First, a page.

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Rupee fall: Indian expats hold onto savings

Muaz Shabandri / 24 August 2013

Indian expatriates in the UAE are still holding onto savings, with the Indian rupee expected to fall further over the next few weeks.

Dr TP Ghosh, an Indian professor of accounting and finance at the Institute of Management Technology (IMT) in Dubai said the currency would further lose its value against the dollar, in line with financial projections by major banks.

He told Khaleej Times it was still too early to send money home.

“India continues to face problems on multiple fronts. In dirham terms, I believe the currency could reach up to 18.75 rupees per dirham.”

However, he warned the current slide of the rupee would not necessarily mean more savings for expats.

“It is not exactly correct to say we are saving more money. The monetary savings won’t give us the same value Indian currency previously had. It is very temporary to cheer about extra money. When you go back to India, you would be using the money and the cost of services would increase as inflation has already started picking up again.”

The widening Current Account Deficit (CAD) and increasing cost of subsidies are expected to push the Indian rupee further as a Deutsche Bank report projected the Indian rupee could crash to 70 against the US dollar in a month. It is currently about 64 to 1.

The Indian government has already undertaken a number of corrective measures and some expatriates have expressed surprise at new laws aimed at curbing the import of flat screen TV-panels and an increase in taxes on gold imports. India’s finance minister has said the decision could only be reversed once the currency regained stability.

“For the time being, it is the right decision. We have to pay more taxes and the government should impose further restrictions on imports. When the country doesn’t have precious foreign exchange, it should make every attempt at cutting down expenditure in foreign currency,” added Dr Ghosh.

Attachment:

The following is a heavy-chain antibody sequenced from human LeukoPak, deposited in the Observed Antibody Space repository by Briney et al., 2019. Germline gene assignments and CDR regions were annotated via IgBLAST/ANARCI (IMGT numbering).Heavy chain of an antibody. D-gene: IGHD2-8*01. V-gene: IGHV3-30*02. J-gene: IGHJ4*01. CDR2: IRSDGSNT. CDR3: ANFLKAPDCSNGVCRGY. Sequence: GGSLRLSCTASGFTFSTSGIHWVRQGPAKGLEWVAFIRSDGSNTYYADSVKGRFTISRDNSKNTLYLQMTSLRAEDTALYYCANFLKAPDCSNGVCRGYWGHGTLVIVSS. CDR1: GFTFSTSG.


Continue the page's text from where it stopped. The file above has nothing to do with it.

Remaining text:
Indian expats in the UAE have keenly watched currency prices to take advantage of every drop. Kay Kay, the managing director of Radial Trading Centre which imports and exports automotive aftermarket goods in the UAE, called for the need to stabilise the “turbulent” Indian currency as soon as possible.

“It is a temporary benefit and I believe the rupee would return to normalcy soon. For UAE-based exporters who send products to India, the volatility in currency is not a good sign. It is a breeze and turbulence at the same time,” he said.

He added the rupee’s rapid decline could sometimes inadvertently cause losses to UAE-based exporters who support business-dealings on credit.

“It may be good news for working professionals but the business community does not support volatility. As a trader, I have already adjusted prices for products exported to India. Sometimes we also include a clause to protect the seller from fluctuations in currency prices and maintain transparency,” he added.

Other expats also hoped the currency would stabilise over the next few weeks. Nishat Khatib, an Indian expat working in Dubai expressed optimism.

“For most of us who have already sent some money back home, we would want it to stabilise now. I myself invest with Indian banks through fixed deposits and it is important for me to keep myself updated with currency prices.”

She said the Indian economy was in a better state than other economies in the world.

“It really can’t get much worse from here.”

Khatib also called on the need to reassess taxes imposed on gold imports by NRIs. “The gold taxes are unrealistic and needs to be reworked.”




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